September '22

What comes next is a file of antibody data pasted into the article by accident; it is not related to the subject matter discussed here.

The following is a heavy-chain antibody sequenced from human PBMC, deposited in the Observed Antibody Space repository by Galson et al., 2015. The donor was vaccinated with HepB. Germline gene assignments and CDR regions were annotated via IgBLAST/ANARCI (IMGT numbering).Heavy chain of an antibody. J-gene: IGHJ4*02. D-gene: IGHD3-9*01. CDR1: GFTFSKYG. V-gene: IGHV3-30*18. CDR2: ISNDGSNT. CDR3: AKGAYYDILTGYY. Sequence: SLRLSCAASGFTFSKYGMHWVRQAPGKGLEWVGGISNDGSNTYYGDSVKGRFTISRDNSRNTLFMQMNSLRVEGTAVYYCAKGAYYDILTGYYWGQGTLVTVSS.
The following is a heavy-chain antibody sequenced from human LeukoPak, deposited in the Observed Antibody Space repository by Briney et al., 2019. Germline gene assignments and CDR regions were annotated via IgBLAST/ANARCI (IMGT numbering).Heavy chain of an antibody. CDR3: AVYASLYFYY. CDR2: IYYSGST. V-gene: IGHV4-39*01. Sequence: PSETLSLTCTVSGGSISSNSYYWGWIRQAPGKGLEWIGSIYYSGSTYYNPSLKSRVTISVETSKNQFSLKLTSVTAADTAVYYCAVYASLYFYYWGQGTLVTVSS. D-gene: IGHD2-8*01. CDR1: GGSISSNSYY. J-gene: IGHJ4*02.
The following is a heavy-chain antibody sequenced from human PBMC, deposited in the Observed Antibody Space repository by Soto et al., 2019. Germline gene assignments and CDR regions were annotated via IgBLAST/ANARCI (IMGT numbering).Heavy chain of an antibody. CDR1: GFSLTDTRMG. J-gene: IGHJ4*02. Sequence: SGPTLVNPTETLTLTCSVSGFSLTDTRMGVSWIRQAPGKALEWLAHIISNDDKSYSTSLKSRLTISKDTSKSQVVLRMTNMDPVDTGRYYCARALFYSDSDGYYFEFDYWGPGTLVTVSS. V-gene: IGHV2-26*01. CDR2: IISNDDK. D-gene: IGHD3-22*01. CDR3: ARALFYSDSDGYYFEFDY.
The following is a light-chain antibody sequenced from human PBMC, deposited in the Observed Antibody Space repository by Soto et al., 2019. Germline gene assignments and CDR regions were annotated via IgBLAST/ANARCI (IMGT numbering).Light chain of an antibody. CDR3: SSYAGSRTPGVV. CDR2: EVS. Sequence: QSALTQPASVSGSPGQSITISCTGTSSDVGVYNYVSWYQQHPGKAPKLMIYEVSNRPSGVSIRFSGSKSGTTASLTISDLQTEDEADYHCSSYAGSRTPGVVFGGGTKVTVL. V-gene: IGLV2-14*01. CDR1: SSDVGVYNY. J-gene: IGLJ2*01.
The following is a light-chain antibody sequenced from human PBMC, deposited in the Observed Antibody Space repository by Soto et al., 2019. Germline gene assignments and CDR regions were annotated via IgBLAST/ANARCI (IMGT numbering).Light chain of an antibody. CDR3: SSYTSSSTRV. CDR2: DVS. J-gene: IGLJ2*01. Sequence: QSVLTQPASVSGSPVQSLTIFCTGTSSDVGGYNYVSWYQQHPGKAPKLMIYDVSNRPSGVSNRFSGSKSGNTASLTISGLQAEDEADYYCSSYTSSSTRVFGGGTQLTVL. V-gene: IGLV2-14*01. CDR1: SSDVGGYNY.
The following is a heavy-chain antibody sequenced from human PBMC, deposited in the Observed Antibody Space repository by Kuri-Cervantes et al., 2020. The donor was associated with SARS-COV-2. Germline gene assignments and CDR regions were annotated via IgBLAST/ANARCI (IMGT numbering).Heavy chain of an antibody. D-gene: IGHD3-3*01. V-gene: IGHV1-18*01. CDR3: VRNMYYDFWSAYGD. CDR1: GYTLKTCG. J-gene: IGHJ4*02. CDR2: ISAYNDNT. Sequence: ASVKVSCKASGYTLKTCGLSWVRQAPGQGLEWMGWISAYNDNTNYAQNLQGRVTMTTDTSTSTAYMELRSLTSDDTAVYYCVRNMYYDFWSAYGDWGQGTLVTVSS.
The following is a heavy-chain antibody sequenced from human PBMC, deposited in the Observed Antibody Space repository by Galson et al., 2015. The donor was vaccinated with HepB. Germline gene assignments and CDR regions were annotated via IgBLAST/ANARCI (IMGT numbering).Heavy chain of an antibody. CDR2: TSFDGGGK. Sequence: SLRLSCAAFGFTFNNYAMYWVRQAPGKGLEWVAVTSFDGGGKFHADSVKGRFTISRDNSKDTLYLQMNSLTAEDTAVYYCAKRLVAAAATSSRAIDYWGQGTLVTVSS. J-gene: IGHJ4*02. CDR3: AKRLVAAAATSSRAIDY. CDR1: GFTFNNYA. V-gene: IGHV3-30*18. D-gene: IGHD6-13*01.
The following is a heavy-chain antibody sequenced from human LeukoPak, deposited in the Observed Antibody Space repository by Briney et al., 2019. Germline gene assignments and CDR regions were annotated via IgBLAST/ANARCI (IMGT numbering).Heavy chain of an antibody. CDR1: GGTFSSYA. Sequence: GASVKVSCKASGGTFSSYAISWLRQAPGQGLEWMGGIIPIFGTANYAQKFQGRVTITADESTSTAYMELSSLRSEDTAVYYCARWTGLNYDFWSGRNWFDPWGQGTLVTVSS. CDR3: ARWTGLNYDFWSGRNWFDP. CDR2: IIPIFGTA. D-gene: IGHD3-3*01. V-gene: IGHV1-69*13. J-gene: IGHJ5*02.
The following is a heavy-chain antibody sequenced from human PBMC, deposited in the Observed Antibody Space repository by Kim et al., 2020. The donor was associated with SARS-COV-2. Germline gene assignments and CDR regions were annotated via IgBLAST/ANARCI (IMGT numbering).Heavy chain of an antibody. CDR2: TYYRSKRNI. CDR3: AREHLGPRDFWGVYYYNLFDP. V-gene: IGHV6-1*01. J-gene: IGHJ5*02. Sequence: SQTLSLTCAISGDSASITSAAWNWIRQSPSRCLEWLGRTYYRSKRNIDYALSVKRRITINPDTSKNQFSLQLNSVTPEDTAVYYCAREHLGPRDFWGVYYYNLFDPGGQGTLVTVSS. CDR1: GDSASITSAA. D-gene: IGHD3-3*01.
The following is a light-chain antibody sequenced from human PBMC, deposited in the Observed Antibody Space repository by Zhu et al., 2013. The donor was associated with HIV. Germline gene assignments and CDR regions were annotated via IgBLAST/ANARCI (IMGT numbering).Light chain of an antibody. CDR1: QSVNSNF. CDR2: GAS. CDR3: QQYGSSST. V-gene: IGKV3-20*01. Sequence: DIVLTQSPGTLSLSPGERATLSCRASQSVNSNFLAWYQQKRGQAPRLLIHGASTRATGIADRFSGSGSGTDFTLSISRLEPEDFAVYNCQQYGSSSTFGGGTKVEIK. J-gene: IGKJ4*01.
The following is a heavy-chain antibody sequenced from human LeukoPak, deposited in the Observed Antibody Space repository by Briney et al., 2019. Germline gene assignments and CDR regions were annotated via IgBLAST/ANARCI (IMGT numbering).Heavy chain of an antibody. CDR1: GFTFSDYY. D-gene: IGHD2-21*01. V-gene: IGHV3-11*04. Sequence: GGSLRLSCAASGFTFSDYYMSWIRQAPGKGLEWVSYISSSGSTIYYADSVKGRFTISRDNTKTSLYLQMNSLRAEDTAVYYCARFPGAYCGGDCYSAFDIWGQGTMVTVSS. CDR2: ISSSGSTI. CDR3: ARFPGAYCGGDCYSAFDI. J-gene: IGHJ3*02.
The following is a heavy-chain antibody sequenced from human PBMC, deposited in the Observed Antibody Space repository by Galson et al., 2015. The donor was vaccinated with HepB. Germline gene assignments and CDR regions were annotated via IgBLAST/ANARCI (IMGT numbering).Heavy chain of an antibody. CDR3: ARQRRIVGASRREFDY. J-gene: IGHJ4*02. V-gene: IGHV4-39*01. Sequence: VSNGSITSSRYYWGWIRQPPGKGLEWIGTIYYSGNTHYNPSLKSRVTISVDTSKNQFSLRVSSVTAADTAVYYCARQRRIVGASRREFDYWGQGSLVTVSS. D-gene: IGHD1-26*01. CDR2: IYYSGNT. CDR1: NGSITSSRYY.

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1 0 G R A P H I C S P R O • S E P T E M B E R 2 0 2 2 G R A P H I C S - P R O. C O M S tarting a graphics business might require significant startup expenses, but there are ways small shops can get entry-level equipment and still produce high-quality products while not breaking the bank. Graphics covers several areas from digital printing for signs to engraving signs, plaques and the like, and printing custom apparel, and each area requires different tools and equipment. What should shops be on the lookout for when making their first purchases? And are there extras they should consider that will make the job easier? DIGITAL PRINTING FOR SIGNAGE Signs that are digitally printed – one of the most common sig- nage technologies – are designed and created by using computer graphics for small items like menus and sale signs up to some- thing as large as a banner that can cover the side of a building. Digital signs can be printed on most surfaces like plastic, vinyl, metal, glass, paper, and wood using large-format digital printing. An image from a digital file or a media-based image is printed onto the selected surface, requiring less setup and overhead than traditional printing methods like offset printing. "e most important thing is to save you time and to make your job easier," says Ernesto Macias, "e Duke" of Yellotools in Stanton, California., e.g., the unofficial chief executive officer of USA operations. Yellotools offers a starter kit for sign making, plus more than 1,000 tools for signage businesses. e starter kit comes with the basics like a squeegee to apply vinyl, a cutter or retractable knife with clip- pings inside, a buffer pad that goes on the squeegee to protect vinyl from scratches, and a weeder, a type of knife that can be used to cut out the insides of shapes and letters. ere's also a sign tweezer with a fine pointed end to pick up flecks of material that might get stuck to the back of the vinyl, magnets that serve as an alternative to graphic masking tape, and a gecko patch that has tiny suction cups that can adhere to smooth surfaces. TOOLS to Complement Your Talent STARTING A GRAPHIC BUSINESS? BE SELECTIVE WITH EQUIPMENT With screen printing, each color that's printed needs a separate screen, which is how the ink is applied to the garment. (Image courtesy Lawson Screen & Digital Products) B Y S H E L L E Y W I D H A L M " Turnabout to keep ink mixing all the time. UniKote to coat screens perfectly each time. Douthitt direct- to-screen Waxjet unit." — Steven Farag, CEO, Campus Ink What's your favorite shop tool?

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